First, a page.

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‘A Thousand Suns’ Giveaway on Goodreads

Goodreads Book Giveaway

A Thousand Suns by Jim Haberkorn

A Thousand Suns

by Jim Haberkorn

Giveaway ends May 31, 2013.

See the giveaway details
at Goodreads.

Enter to win

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How One Popular Book Blogger Does Book Reviews

Shauna Wheelwright is the popular book reviewer blogging from: Over the next few days, she will be publishing a review of A Thousand Suns. I asked her about the process she goes through when reviewing books. Here is her reply.

From Shauna:
There is no right or wrong way to review a book…
Here is just what I do—
First, and foremost I must choose a book to review. I work in a bookstore and see what new books come in and choose a lot of those. I watch for “blog tours” and sign up for many of those. I also love it when authors contact me to review their books and I choose a lot of them that way—sometimes I get a little overwhelmed with request and have to say “not right now” along the way.

Second, I read the book. I choose to read every word often including the front and back of the book, the jacket flaps, the acknowledgments, the introduction, etc. I want to be able to stand by the book and not have any surprise words or scenes show up that I didn’t preview—this takes time.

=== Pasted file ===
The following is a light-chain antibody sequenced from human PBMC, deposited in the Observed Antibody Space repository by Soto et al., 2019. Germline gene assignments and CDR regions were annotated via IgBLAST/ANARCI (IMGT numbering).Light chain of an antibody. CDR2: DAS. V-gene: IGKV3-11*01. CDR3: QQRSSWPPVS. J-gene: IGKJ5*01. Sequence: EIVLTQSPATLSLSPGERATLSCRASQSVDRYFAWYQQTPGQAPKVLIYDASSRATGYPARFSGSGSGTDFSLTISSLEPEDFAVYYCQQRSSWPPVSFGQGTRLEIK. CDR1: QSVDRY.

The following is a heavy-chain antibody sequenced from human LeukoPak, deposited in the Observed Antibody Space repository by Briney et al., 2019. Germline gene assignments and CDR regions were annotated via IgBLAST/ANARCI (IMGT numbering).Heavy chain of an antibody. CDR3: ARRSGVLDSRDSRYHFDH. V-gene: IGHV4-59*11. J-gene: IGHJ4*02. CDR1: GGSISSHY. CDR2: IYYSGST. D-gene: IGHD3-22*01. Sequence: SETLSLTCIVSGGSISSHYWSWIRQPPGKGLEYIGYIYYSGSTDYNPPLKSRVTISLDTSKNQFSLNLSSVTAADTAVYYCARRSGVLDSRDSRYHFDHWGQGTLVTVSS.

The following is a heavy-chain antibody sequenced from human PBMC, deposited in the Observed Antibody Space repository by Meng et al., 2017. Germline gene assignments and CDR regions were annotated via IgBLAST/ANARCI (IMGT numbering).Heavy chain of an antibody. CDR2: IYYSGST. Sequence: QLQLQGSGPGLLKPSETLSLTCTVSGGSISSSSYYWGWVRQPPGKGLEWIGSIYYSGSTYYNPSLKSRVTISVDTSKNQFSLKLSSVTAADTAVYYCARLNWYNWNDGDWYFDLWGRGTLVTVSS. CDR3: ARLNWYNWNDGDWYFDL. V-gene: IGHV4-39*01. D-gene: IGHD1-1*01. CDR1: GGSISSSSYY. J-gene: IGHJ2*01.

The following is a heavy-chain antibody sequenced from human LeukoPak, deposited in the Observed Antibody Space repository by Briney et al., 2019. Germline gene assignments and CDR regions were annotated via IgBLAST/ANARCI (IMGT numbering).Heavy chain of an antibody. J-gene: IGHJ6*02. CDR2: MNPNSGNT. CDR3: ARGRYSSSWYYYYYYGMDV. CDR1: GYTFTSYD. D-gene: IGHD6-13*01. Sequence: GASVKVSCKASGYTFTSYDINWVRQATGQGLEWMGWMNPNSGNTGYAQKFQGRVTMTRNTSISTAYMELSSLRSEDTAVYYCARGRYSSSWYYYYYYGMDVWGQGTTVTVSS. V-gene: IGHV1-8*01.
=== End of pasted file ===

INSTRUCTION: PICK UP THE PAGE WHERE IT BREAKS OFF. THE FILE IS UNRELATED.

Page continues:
Third, I have a high standard for what I read and for what I put on my blog. If I find the book has questionable material I will not post a review of it. That way you know that the books I post are safe to read…all of them!

Fourth, I write a positive review. If a book meets my standards it will be a good book and therefore it will be easy to find good things to say about it. Sometimes I will include a book description, a book excerpt, and/or quotes from other people and what they are saying about the book.

Fifth, I like to add a sidebar banner with a link to the review post. This gives the book more time on my main page in addition to the one time post. If a banner is not included, such as a blog tour banner, I create one myself.

Sixth, I try to find a blog or Facebook page that the author has and link it to their name on the blog post. This allows my readers to also find these author sites.

Seventh, I like to add author bios and pictures and sometimes I will add a “tens list” of some fun facts about the author.

Eighth, I am always open to book giveaways. I like to use the rafflecopter form and will include “likes” to author sites as entry requirements.

Finally, in addition to posting my review on my blog, I post reviews on Pinterest, GoodReads, LDSPublisher, DeseretBook, Amazon, Barnes&Nobel, The Book Depository, Twitter, and my Facebook page.
And that is the effort I put into each one of my reviews—
I am Shauna and I Love to Read and Review Books 🙂